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Research project (§ 26 & § 27)
Duration : 2023-07-03 - 2026-07-02

The Green Deal of the EU includes two essential objectives: the reduction of pesticide applications and the conservation and restoration of biodiversity. Pesticide reductions are expected to increase the diversity and abundance of natural enemies of pests and consequently also their biocontrol success. However, the vast majority of natural enemies are arthropods, and their diversity strongly declined in the last decades at a global scale. Among other stressors, climate warming is a major driver responsible for the decline of arthropods. In agroecosystems, arthropods are also confronted with a second stressor: agricultural intensification, defined as the increase of agricultural productivity per unit area. Although these two factors are known to be tightly linked, they are usually analyzed separately. However, they may interact additively or synergistically boosting the negative consequences on arthropod diversity in agroecosystems. Apple is the most dominant fruit species in Austria. A serious pest mite, the red spider mite Panonychus ulmi, was efficiently controlled by predatory mites as natural enemies in the past, but regained nowadays the status of a main pest in Styrian apple orchards. Our main hypotheses for this project are: (i) climate warming reduces mite diversity; (ii) synergistic effects between climate warming and agricultural intensification (e.g. pesticide applications) enhance the negative effects on mite diversity; and finally (iii) the natural enemies (i.e. predatory mites) suffer more from the two stressors compared to their prey (i.e. pest mites), which lead to insufficient biocontrol of pest mites. First, we will sample mites in integrated, organic orchards and extensively managed apple meadow orchards (i.e. no pesticide and fertilizer applications) in Styria during two growing seasons, which allow the evaluation of climate warming and agricultural intensification effects on mite diversity. Additionally, mite diversity in extensively managed meadow orchards will be compared between 1985 (historical mite data are available) and 2024/25, to evaluate only climate warming effects on mite diversity. Second, climate warming may indirectly influence mite diversity via promoting agricultural intensification. For example, the use of fungicides in apple orchards increased because of apple scab incidences in the last two decades in Austria, and predatory mites are known to be highly sensitive to fungicides. Thus, micro-climatic data from apple orchards (1961-2025) will be integrated in a dynamic forecast model for apple scab to evaluate, whether climate warming effects could be a potential driver for higher incidences of apple scab indicating synergistic effects between climate warming and agricultural intensification on mite diversity.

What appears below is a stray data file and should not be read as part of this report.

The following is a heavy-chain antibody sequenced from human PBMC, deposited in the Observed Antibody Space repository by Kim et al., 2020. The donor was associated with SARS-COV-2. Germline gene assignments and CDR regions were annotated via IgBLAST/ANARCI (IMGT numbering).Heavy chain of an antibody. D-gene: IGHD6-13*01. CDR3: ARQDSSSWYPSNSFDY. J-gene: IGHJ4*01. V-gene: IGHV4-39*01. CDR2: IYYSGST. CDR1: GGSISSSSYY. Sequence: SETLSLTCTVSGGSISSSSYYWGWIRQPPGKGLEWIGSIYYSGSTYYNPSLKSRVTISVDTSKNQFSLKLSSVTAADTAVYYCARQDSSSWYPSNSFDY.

Research project (§ 26 & § 27)
Duration : 2022-04-01 - 2025-03-31

Grape powdery mildew, caused by Erysiphe necator Schwein., is one of the major diseases in viticulture. Currently, the pathogen is mostly controlled with 6-10 fungicide applications. Due to the negative effects of pesticides on the ecosystem, the EU Commission aims to reduce the pesticide use by 50 percent by 2030. This project contributes to this goal and aims to reduce the number of fungicide applications needed to control powdery mildew without sacrificing crop quality. There is evidence that especially at the beginning of the vegetation there is a possibility to reduce the number of fungicide treatments. Mathematical models can make an important contribution here; however, in order to fully exploit this potential, numerous gaps in knowledge about the epidemiology of the pathogen still need to be filled. Targeted and thus pesticide-reducing management requires consideration of local disease development. The project addresses key factors here: The time of primary infection, the spread of ascospores and the incubation period will be investigated in combination with weather factors under natural and controlled conditions. Based on these results, mathematical models and regionally adapted fungicide strategies for winegrowers will be developed. These knowledge-based strategies will enable sustainable concepts for plant protection in viticulture and contribute to the achievement of a 50% pesticide reduction.
Research project (§ 26 & § 27)
Duration : 2020-01-20 - 2024-01-19

As a result of increasingly strict legislation on the use of pesticides, especially glyphosate, and pressure from society, alternative methods of weed control in permanent crops such as orchards and vineyards are gaining in importance. In a transnational cooperation, alternatives in weed management are therefore to be developed. In Bavaria, the project "Alternative weed management in fruit and wine growing with ecologically harmless substances and an alternative mulching method based on renewable raw materials - ABOW", submitted by the Technology and Promotion Centre in the Competence Centre for Renewable Resources (TFZ) Straubing together with the State Institute for Viticulture and Horticulture Veitshöchheim, was launched in January 2019. An Austrian project focusing on the development of an autonomous device and alternative substances in weed management was launched in summer 2019. In this project, the Institute of Plant Protection is investigating whether alternative natural substances and the sprayable mulch films developed in Bavaria have sufficient weed suppression.

Supervised Theses and Dissertations